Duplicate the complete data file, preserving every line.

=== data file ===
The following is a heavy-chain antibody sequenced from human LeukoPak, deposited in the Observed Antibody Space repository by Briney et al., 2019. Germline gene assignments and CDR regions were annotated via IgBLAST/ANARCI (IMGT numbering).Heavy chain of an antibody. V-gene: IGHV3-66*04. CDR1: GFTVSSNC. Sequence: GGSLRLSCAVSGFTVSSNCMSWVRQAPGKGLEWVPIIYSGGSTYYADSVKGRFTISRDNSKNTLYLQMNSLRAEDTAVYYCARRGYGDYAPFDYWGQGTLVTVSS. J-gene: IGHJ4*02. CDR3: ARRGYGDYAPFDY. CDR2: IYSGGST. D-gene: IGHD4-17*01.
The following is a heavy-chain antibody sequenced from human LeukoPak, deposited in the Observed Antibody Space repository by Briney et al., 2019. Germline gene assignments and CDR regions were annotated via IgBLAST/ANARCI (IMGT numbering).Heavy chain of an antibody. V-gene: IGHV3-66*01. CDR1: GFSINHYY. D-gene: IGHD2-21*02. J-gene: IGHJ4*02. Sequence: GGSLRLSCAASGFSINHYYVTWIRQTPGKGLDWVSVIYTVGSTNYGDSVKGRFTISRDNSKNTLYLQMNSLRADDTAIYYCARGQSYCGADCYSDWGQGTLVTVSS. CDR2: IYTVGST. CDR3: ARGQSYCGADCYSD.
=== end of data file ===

The following is a heavy-chain antibody sequenced from human LeukoPak, deposited in the Observed Antibody Space repository by Briney et al., 2019. Germline gene assignments and CDR regions were annotated via IgBLAST/ANARCI (IMGT numbering).Heavy chain of an antibody. V-gene: IGHV3-66*04. CDR1: GFTVSSNC. Sequence: GGSLRLSCAVSGFTVSSNCMSWVRQAPGKGLEWVPIIYSGGSTYYADSVKGRFTISRDNSKNTLYLQMNSLRAEDTAVYYCARRGYGDYAPFDYWGQGTLVTVSS. J-gene: IGHJ4*02. CDR3: ARRGYGDYAPFDY. CDR2: IYSGGST. D-gene: IGHD4-17*01.
The following is a heavy-chain antibody sequenced from human LeukoPak, deposited in the Observed Antibody Space repository by Briney et al., 2019. Germline gene assignments and CDR regions were annotated via IgBLAST/ANARCI (IMGT numbering).Heavy chain of an antibody. V-gene: IGHV3-66*01. CDR1: GFSINHYY. D-gene: IGHD2-21*02. J-gene: IGHJ4*02. Sequence: GGSLRLSCAASGFSINHYYVTWIRQTPGKGLDWVSVIYTVGSTNYGDSVKGRFTISRDNSKNTLYLQMNSLRADDTAIYYCARGQSYCGADCYSDWGQGTLVTVSS. CDR2: IYTVGST. CDR3: ARGQSYCGADCYSD.